Understanding Scar Tissue: What It Is + How To Care For It

Contributing writer By Mary Whaling
Contributing writer
Mary is has a BSc in Physiotherapy from Northumbria University and is Certified III & IV in Fitness personal training. She also has FMS (Functional Movement Systems), SFMA (Selective Functional Movement Assessment) & NKT (Neurokinetic Therapy) certifications.
Medical review by Keira Barr, M.D.
Board-certified dermatologist
Keira Barr is a dual board-certified dermatologist and founder of the Resilient Health Institute.
 woman touching dark red burn on tender skin of arm

Image by Milles Studio / Stocksy

So you’ve had surgery, your scars have healed and you’re back to your pre-surgery life. Along the way, did anyone tell you about the impact scars—no matter how big or small—can have on your body? Do you know how important it is to "release" scar tissue"? Read on for the answer to all of your scar tissue questions.

What is scar tissue?

Scars are marks on the skin or tissue of the body, which form after trauma and can affect skin, muscles, ligaments and tendons. As part of the body's repair process, new protein (collagen) fibers replace the injured tissue and a scar is formed. Unlike the original tissue, however, the new fibers align themselves in a random, mismatched formation (much like a new game of pick-up-sticks instead of the original interlocked line of fibers), leading to inferior functionality and structure.

This results in a lower functional quality to the normal fiber alignment, reduced flexibility and affects the sensory feedback in that area. Scars also affect our fascia, the body's connective tissue that surrounds all of our muscles, organs and nerves. These collagen fibers are designed in a web-like fashion and can withstand tension from all directions to move smoothly with muscles as they contracts and relax. It's only when scar tissue occurs that this smooth movement is disrupted.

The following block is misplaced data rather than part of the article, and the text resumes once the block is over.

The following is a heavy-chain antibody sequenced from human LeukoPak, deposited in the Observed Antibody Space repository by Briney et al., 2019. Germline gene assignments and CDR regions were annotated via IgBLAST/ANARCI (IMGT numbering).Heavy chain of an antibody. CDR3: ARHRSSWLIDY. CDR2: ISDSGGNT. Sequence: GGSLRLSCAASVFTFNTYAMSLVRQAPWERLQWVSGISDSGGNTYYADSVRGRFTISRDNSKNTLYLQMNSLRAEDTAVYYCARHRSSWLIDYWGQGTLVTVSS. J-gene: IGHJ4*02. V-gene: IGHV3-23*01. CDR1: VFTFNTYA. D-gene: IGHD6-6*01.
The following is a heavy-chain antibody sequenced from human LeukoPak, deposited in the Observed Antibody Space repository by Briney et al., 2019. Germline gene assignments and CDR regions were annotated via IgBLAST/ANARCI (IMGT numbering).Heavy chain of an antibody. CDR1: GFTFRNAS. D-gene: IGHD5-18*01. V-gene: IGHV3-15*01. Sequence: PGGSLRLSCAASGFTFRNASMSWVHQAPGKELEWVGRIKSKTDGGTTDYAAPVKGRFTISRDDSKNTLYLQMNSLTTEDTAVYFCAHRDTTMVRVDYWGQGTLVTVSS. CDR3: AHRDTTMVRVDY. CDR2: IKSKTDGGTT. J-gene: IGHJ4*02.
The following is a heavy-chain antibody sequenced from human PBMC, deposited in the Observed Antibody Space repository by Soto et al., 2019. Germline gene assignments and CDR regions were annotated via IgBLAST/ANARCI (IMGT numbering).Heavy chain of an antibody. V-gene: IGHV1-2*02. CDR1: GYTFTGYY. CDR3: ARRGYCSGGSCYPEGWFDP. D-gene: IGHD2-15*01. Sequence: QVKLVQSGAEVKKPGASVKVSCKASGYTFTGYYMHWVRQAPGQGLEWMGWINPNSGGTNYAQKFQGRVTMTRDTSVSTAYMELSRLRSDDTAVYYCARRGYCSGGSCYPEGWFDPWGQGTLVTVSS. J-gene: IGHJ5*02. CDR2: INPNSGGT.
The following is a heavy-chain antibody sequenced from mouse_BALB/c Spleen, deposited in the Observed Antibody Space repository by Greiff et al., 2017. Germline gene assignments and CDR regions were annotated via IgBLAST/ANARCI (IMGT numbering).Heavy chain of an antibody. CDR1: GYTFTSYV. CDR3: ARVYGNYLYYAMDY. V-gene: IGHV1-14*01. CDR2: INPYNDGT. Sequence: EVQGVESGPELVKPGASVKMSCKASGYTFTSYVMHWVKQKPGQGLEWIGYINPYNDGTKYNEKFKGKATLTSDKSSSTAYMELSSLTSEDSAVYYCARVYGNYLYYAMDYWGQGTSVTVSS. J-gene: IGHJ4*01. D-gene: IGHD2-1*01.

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What's the difference between functional and dysfunctional fascia?

When fascia is disrupted by scar tissue it heals and binds in a mismatched way, reducing flexibility and creating tension as a result.

One of many roles fascia plays is transmitting force through the body, so if there's an interruption in this system because of scar tissue, the force will impact a single spot along the kinetic chain instead of being dissipated through a larger area. Over time, the fascia has a tendency to bind around the site of scarring and create a pull of tension towards the scar tissue. This can reduce flexibility in the area and cause dysfunctional movement as a result.

What can you do if you have scar tissue?

Scar tissue needs to be broken down in order for it to realign more functionally and enable flexibility in the area. In order to release scars yourself, you want to massage towards the heart and spend at least five minutes using a moderate pressure on both sides of the scar, as well as over it. Try stretching the skin around it in all directions, too. The best time to release scars is after a hot bath when blood flow is increased and skin is softer.

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What if my scar tissue is from an old injury?

It's never too late to work on your scars, no matter how many years have gone by since the trauma. You can still improve flexibility around the scar tissue and have a positive impact on your movement and wellbeing. Be aware that many scars can also hold emotions from our past, so don't be surprised if while working on releasing your scar tissue, you feel an emotional release as well.

If you’d rather see a therapist about your scars, I’d suggest seeking out an experienced manual therapist in your area who takes scars seriously.

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